The Education Minister and management were last night again urged to intervene in the classroom assistant dispute to stop any further strikes.
While Nipsa has voted against accepting management's offer, the union said industrial action would resume from November 12 if a deal cannot be reached.
However, the Education and Library Boards have vowed that no special schools will close as a result of strike action.
A spokesman for the Boards said contingency plans are being put in place and stressed that while normal vetting procedures will not be carried out, people caring for children would be supervised at all times by other members of school staff.
Following consultation meetings with classroom assistants on Friday, Nipsa said that members supported further strike action in the dispute over job evaluation and grading.
The dispute hit crisis point during the week when talks between the unions and Education and Library Boards involving the Labour Relations Agency failed.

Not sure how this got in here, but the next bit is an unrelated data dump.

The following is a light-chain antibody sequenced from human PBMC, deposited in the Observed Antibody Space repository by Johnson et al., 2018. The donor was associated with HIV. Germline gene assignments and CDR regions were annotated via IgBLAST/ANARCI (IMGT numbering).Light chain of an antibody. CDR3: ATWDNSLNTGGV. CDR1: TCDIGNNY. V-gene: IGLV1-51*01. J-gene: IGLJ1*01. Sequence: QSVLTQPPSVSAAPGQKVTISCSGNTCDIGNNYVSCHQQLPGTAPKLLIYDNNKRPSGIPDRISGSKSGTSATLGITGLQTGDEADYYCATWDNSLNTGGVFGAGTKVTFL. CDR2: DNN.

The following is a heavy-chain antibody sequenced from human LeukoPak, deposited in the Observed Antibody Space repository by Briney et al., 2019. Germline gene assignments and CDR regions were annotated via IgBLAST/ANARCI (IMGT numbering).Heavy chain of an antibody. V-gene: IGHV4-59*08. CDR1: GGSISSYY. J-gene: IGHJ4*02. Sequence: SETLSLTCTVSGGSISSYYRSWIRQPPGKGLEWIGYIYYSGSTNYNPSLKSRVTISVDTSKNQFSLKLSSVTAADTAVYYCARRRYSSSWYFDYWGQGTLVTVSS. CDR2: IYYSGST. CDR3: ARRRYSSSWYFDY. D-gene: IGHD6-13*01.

The other three unions involved in the dispute have agreed to continue to ballot members on the offer being made by management. This process could take several weeks to complete.
Nipsa said the classroom assistants it represents remain determined to continue with this campaign to stop the employers attacking their contractual terms and conditions of employment and cutting classroom assistants' pay rates for the future.
Nipsa General Secretary John Corey said: "Throughout this dispute all decisions are taken democratically by classroom assistants.
"We have been left in no doubt that the classroom assistants this union represents are not going to accept the employers' offer and are absolutely determined to continue with their campaign.
"Disputes can only be resolved by negotiations. There is now the opportunity in the next week to avoid further disruption to schools by the employers engaging in serious negotiations. If the employers will not do that, we demand that Ministers must intervene immediately."
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